Widespread winter storm warnings are in effect across the Maritimes for a powerful nor’easter sweeping up the eastern seaboard and bringing significant winter weather to Atlantic Canada through Saturday. Heavy snowfall and high winds could lead to blizzard conditions at times, along with a prolonged period of freezing rain that could cause significant icing in coastal Nova Scotia. Heavy rain associated with the milder side of this system could also cause flooding issues in spots. More details and what you need to know to prepare, below.
FRIDAY: SNOW AND RAIN BEGINS TO SPREAD OVER MARITIMES
A cold front approaching the Maritimes on Friday morning will set the stage for rain and snow to begin across the region by Friday afternoon. This cold front will supply the approaching nor’easter with enough cold air to produce ample snow and ice on Friday night and Saturday.
Temperatures will be cold enough for precipitation to begin as snow across southern New Brunswick and western Prince Edward Island. Farther east, light rain will begin over Nova Scotia and persist into the afternoon hours.
Meanwhile, a low-pressure system in the western Atlantic Ocean will rapidly gather strength as it approaches the Maritimes. It’s likely that this system will meet the criteria for a ‘weather bomb’ as it sweeps into the area. A weather bomb, or a bomb cyclone, is a centre of low pressure that rapidly strengthens in a short period of time.
WATCH: WHAT, EXACTLY, IS A 'WEATHER BOMB'?
FRIDAY NIGHT: NEAR-ZERO VISIBILITY HIGH WINDS DRIVE HEAVY SNOW
Precipitation will quickly pick up in intensity as the bomb cyclone approaches the Maritimes into Friday evening. Very heavy snow will spread over southern New Brunswick, the Bay of Fundy, and the western half of P.E.I. as the storm cranks up across the area.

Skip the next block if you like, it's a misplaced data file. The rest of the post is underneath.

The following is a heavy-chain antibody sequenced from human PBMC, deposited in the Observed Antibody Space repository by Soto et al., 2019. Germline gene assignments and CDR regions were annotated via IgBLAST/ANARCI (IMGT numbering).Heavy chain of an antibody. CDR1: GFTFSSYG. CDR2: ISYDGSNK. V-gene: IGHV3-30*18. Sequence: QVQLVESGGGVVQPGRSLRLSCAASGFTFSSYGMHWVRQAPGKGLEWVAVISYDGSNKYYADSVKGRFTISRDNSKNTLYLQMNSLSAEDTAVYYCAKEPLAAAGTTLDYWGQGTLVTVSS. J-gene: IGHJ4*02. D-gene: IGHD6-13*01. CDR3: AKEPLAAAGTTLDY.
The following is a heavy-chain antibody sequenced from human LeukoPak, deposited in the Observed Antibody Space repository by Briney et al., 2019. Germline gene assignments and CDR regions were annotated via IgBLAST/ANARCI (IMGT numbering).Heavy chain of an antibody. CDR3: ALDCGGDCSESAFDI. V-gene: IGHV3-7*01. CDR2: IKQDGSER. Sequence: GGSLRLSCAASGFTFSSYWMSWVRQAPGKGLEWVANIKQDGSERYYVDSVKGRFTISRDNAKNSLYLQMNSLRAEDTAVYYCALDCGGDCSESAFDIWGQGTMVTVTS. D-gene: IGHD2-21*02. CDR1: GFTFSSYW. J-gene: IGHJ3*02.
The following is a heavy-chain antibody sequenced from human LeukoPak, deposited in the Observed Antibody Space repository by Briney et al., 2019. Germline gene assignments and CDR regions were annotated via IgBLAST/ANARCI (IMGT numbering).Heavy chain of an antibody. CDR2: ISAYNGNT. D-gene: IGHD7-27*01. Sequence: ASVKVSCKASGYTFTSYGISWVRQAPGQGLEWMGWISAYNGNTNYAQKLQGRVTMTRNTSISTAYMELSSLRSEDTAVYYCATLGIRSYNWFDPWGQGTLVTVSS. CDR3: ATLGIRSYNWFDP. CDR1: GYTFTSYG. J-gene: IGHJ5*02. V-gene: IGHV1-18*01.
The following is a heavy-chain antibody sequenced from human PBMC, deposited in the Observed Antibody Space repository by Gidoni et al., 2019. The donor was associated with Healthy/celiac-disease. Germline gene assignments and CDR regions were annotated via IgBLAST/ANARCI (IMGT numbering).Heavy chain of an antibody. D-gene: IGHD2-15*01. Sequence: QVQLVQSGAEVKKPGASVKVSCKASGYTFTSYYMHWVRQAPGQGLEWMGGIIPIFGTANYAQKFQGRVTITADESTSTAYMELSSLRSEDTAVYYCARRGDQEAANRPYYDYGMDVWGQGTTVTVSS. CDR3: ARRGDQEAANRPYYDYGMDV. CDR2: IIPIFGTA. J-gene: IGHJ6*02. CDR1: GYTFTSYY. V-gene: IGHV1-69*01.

A widespread swath of 30-50 cm of snow will spread over the Maritimes. The heaviest totals will focus on those communities where precipitation will remain all or mostly snow. Ice pellets may mix in with the snow at times in eastern P.E.I.
Very strong winds will accompany the heavy snow and ice across the Maritimes. The region will see frequent wind gusts of 80-100 km/h during the height of the storm, lasting into Saturday morning. The high winds combined with heavy snow will lead to blizzard conditions at times. The force of the winds and weight of the snow and ice could also lead to power outages across the region.
Down in Nova Scotia, an intricate dance between cold air at the surface and warm air aloft will lead to a messy mix of rain, freezing rain, ice pellets, and snow across the province. The transition between the four precipitation types will occur over short distances. This is a tricky setup for Halifax, especially, since the metro area is right in the transition zone between ice and snow.
Environment and Climate Change Canada (ECCC) issued a freezing rain warning for much of Nova Scotia’s east coast ahead of the icing potential. “Surfaces such as highways, roads, walkways and parking lots may become icy and slippery. Take extra care when walking or driving in affected areas,” ECCC said in its warning.